Thomas J. Norton

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Thomas J. Norton  |  Sep 16, 2016  |  0 comments
In-wall, on-wall, and other such custom installation products are a staple at CEDIA. Free-standing speakers? Not so much. Though there’s an ample supply of those (some of which we’ve written up in other show blogs), CES in January is where new box speakers go to be launched.

TruAudio’s BD-8 WT/BK encloses its 2-way speaker in a pendant designed to be hung from the ceiling...

Thomas J. Norton  |  Sep 07, 2016  |  9 comments

PRICE $4,500

Excellent blacks and shadow detail
First-rate resolution
Compelling high dynamic range
HDR limited to HDR10
No 3D

In some important respects, Samsung’s new top-of-the-line TV improves upon the company’s previous flagship, and at a lower price.

When we last reviewed one of Samsung’s so-called SUHD sets, Ultra HD with high dynamic range (HDR) was not yet available on Blu-ray. But the arrival of such discs—together with UHD Bluray players like Samsung’s own UBD-K8500—has changed the game.

The 4K resolution of Ultra HD sets is all well and good, but HDR is the most eye-popping feature of UHD. Not all 4K sets, however, incorporate HDR, and those that do don’t necessarily perform at the same level. HDR still can’t be done well cheaply; at present, the displays that do it best are their respective makers’ premier offerings. The Samsung KS9800 series definitely belongs in that company—and among the three models within that family, the 65-incher we’re discussing here is the smallest.

Thomas J. Norton  |  Sep 06, 2016  |  0 comments
We tend to forget that not all readers have been around the block when it comes to the language of video. Those that have know the tricks of the trade, and what all of the terminology means. True, even they’re sometimes mistaken, and we ourselves can get caught out from time to time with what’s being offered this year (or this week!) in the ever changing high definition (HD) and ultra high definition (UHD) world.

But manufacturers seldom offer much help in this, or even do their best to obfuscate. In their specs, descriptions, and promotional copy, one thing you won’t find clearly stated is what their products won’t do...

Thomas J. Norton  |  Aug 30, 2016  |  1 comments
I like to think that have a broad taste in movie and television entertainment. I don’t much care for crime dramas, horror, gross-out comedies, or westerns (having lived through the era where westerns dominated evening television). I like historical films (either epics or straight dramas), science fiction, contemporary drama, and animation.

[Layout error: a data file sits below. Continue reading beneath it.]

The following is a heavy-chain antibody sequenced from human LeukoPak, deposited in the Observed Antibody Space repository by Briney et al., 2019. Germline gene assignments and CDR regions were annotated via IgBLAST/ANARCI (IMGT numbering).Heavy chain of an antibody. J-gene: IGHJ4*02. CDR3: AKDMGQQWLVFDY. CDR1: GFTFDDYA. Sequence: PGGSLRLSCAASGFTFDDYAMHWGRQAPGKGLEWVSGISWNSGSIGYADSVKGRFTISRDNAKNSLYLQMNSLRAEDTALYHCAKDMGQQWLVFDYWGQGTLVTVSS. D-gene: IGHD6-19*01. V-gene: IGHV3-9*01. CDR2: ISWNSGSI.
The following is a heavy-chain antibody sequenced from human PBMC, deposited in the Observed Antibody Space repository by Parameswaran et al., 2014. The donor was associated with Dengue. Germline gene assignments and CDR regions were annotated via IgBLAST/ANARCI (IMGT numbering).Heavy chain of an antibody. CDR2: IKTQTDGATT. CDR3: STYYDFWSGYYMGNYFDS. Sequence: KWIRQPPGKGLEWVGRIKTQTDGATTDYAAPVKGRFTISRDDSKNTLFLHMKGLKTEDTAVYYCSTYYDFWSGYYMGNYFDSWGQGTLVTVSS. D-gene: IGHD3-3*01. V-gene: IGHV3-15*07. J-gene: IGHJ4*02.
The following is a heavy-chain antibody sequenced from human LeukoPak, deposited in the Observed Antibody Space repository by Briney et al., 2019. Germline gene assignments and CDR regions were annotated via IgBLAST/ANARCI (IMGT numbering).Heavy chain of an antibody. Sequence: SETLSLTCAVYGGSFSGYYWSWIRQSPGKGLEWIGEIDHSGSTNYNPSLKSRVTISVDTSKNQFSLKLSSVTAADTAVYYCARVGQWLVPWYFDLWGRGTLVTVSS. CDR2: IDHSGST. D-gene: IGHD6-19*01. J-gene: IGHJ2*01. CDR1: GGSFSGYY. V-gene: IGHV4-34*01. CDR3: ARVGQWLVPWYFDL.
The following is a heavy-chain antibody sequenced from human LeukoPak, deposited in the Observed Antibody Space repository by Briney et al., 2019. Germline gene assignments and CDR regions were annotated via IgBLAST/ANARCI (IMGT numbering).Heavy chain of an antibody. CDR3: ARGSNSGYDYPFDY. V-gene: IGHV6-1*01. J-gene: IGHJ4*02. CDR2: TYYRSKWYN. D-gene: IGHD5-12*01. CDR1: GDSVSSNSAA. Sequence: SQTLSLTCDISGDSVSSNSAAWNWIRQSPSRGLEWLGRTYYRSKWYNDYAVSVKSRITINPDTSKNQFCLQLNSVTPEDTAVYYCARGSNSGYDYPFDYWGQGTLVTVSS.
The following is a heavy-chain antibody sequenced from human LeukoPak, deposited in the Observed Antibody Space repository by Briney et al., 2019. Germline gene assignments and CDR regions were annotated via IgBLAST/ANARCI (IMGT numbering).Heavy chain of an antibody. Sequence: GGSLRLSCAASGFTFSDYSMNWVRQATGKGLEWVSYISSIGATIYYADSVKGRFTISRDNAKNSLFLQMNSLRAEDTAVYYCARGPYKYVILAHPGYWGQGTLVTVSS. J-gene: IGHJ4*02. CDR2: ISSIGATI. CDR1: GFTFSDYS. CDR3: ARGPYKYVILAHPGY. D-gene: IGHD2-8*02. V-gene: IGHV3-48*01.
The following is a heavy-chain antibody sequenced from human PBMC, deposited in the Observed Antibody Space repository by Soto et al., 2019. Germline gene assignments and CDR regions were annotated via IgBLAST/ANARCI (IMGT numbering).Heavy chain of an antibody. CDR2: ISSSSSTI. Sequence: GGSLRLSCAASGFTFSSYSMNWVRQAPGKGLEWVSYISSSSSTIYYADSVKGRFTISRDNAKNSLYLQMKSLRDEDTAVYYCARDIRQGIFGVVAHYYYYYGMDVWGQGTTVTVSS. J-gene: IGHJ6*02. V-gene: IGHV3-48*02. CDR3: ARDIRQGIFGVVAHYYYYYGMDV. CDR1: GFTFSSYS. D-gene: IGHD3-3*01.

And there can be little doubt that the latter is on fire and in the midst of a new golden age. The first such era was centered almost exclusively on the early work of Walt Disney. It survived for about 25 years, from Snow White and the Seven Dwarfs (1937) to The Jungle Book (1967). I’d argue, however, that there were only six true classics from that period...

Thomas J. Norton  |  Aug 19, 2016  |  0 comments
Judy Hopps is an ambitious little bunny. Stuck in a zillion-rabbit town, she longs to join the police force. Topping her class at the police academy, and despite the misgivings of her conventional, veggie-farmer parents, she heads off to Zootopia, the Big Carrot in the film’s all-animal universe, to forge a career in the ZPD.
Thomas J. Norton  |  Aug 16, 2016  |  1 comments
Ever had the experience of surfing the web and finding a link to a site that you never knew existed? OK, there are a lot of sites most of us never knew existed. But if that site is endlessly fascinating and useful to you, that’s a different story. I can’t recall how I first came across, but I’ve never seen anything quite like it before...
Thomas J. Norton  |  Aug 05, 2016  |  1 comments
I’ve always wondered about Charlie Brown’s crush on the Little Red-Haired Girl. He’s of an age where girls are little more than a nuisance. But no matter: The Peanuts Movie’s plot centers on Charlie Brown’s stumbling attempts to convince her, and himself, that he’s something and not nothing.
Thomas J. Norton  |  Aug 03, 2016  |  2 comments

2D Performance
3D Performance
PRICE $3,000

Impressive edge-lit local dimming
Respectable off-axis viewing
Bright, punchy HDR
Often redundant menus
Tight remote control layout

Full-array local dimming remains the gold standard for LCD Ultra HDTVs, but Sony has now upped the ante with the best edge-lit set we’ve seen.

The last time I reviewed one of Sony’s 4K sets, it had large speaker enclosures attached permanently to the sides of the screen, with a separate “subwoofer” firing out the back. This made for an inconveniently wide design, and with the introduction of Sony’s new 2016 models, those audio “wings” are now history.

Thomas J. Norton  |  Aug 02, 2016  |  3 comments
With a near constant steam of new Ultra HD sets cycling in and out of my system, I’ve been slow in mounting my two projection screens, a 96-inch-wide wide, Stewart Filmscren StudioTek 130 (gain 1.3) and an 87-inch-wide, 16:9, Elite Primevision PowerMaxTension (gain 1.1). Both are retractable, which serves several purposes...
Thomas J. Norton  |  Jul 18, 2016  |  2 comments
It’s been no secret up to now that calibrating a display for high dynamic range (HDR) is a work in progress. But the recent release of an HDR10 workflow for CalMAN 2016 (the newest software from SpectraCal) promises to change that. CalMAN is widely used by calibrators and reviewers to optimize display setup.

HDR10 is one of the two most prominent HDR formats (though there are others lurking around looking for a niche). Both of these formats require specialized, and different, calibration techniques. A CalMAN workflow for the other format, Dolby Vision, has been around for several months.

But most UHD/HDR sets offer HDR10, as do all UHD Blu-rays to date, making an HDR10 calibration perhaps even more significant...